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Comment Effect On Your Job (Score 5, Interesting) 119

Social media has created a new scary norm where that "nationwide media frenzy" (mob mentality) is the prosecutor, jury, and judge and your employer's fear of reputational risk is the executioner.

It doesn't matter if you are right or wrong. Logic doesn't apply - only perception management.

The new, widely-embraced form of discrimination is having an opinion different than that of the mob. Our laws need to adjust to form adequate civil protections.


Submission + - Drilling begins at lake hidden beneath Antarctic (

stonetony writes: A team of 12 scientists and engineers has begun work at remote Lake Ellsworth.

They are using a high-pressure hose and sterilised water at near boiling point to blast a passage through more than two miles of ice.

The aim is to analyse ice waters isolated for up to 500,000 years.

The team of 12 scientists and engineers is using sterilised water at near boiling point to blast a passage through the ice to waters isolated for up to half a million years.

The process of opening a bore-hole is expected to last five days and will be followed by a rapid sampling operation before the ice refreezes.

Wireless Networking

Submission + - FCC Moving to Launch Dynamic Spectrum Sharing (

dstates writes: The FCC is considering one of the biggest regulatory changes in decades: allowing a newly available chunk of wireless spectrum to be leased by different users at different times and places, rather than being auctioned off to one high bidder. The plan is to open a new WiFi with spectrum in the 3.550 to 3.650 gigahertz band now used by radar systems. Under the proposed rule to be voted on Wednesday, users could reserve pieces of that spectrum in different regions and at different time managed by a central database. Spectrum sharing is a dramatic change with a potential to make bandwidth accessible to many users. The plan has met with mixed reviews from the cellular carriers.

Comment I JUST Came Back From MY first London Trip (Score 1) 1095

I was traveling from the US. Here are a few things I learned that I don't see already mentioned above:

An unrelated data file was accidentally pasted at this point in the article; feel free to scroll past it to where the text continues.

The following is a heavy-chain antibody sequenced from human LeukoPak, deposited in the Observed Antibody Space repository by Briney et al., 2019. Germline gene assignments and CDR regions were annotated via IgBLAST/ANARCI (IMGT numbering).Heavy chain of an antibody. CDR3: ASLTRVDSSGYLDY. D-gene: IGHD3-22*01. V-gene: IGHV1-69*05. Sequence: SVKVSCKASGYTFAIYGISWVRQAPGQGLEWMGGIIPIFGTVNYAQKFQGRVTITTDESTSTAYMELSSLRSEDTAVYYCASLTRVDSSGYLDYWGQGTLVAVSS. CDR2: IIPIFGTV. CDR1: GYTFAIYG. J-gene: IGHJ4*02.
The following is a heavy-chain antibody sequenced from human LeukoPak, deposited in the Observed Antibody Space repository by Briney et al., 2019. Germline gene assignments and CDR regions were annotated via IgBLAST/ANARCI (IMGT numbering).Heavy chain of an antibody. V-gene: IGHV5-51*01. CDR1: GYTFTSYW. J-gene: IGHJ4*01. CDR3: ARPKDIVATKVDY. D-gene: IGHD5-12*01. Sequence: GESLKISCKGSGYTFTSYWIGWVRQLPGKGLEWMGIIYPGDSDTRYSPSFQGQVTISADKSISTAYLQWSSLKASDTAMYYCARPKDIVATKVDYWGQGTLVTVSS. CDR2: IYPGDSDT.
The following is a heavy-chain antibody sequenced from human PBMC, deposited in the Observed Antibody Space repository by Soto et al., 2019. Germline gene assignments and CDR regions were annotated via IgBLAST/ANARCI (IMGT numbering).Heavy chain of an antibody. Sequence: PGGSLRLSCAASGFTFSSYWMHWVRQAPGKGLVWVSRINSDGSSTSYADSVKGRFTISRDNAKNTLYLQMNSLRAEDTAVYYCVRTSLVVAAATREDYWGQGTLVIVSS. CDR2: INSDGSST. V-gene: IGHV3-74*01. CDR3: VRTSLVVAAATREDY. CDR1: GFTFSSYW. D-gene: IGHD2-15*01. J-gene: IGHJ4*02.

-Wireless is everywhere and advertised as "free," but typically requires that you have a cell account with either "Orange" or "O2," the two major cell players there. After struggling to find truly free wifi I went ahead and paid for a one month subscription with Boingo. I was actually using my iphone (sim password protected to prevent cell usage) so the cost was $7.99, but for a laptop the charge is $9.99 for one month. Even if you won't be there for a month this is a relatively small amount to pay for wireless access all over London. There is no contract and I canceled the account as soon as I got home.

-If you want to call back to the US I suggest Skype. For under $3 you can make unlimited phone calls back to the US for a month. Again, you can cancel this subscription once you return home.

-Get Tube and Bus Maps! Despite popular opinion the tube system is clean and safe and the double-decker buses are fun to tour around in. You can go to a bus or tube ticket counter and get day passes for $20US (You pay in British Pounds, but I'm converting) that let you use the mass transit system in the downtown London area all day. Check with the ticket agent to find out if there are cheaper or extended offers for multi-day passes.

- Be wary of paying for a "London Bus Tour" I took one of these for 20BP and didn't realize the buses stop running at 4:30 PM. I ended up getting stranded outside of Buckingham Palace and had to pay tube fare back to where I started. These tours aren't a bad idea if you don't know where everything is or don't want to have to worry about navigating the public transit system to see all of the sights.

As for things to do, well, I think I either did or saw everything worth seeing. If you are a history buff you can spend literally months reading all of the historical markers throughout the city. For reference my list of must-see locations can be found here (via a facebook photo album) where I took pictures of my daughter's toy giraffe everywhere I went:

Comment Limit the number of recipients in one email (Score 1) 384

In this day and age there is no excuse for this. I work for a company that has over 300,000 Exchange 2003 mailboxes. We ran into this problem back in the Exchnge 5.5 days, but squashed it post E2K by setting a relatively low threshold for the maximum number of recipients allowed in a single email (I think we have it at 50). For legitimate mass mailings we use an internal isolated app that routes its email to the Exchange org via SMTP. Only a very few people have access to use it and all recipients are BCC'd.

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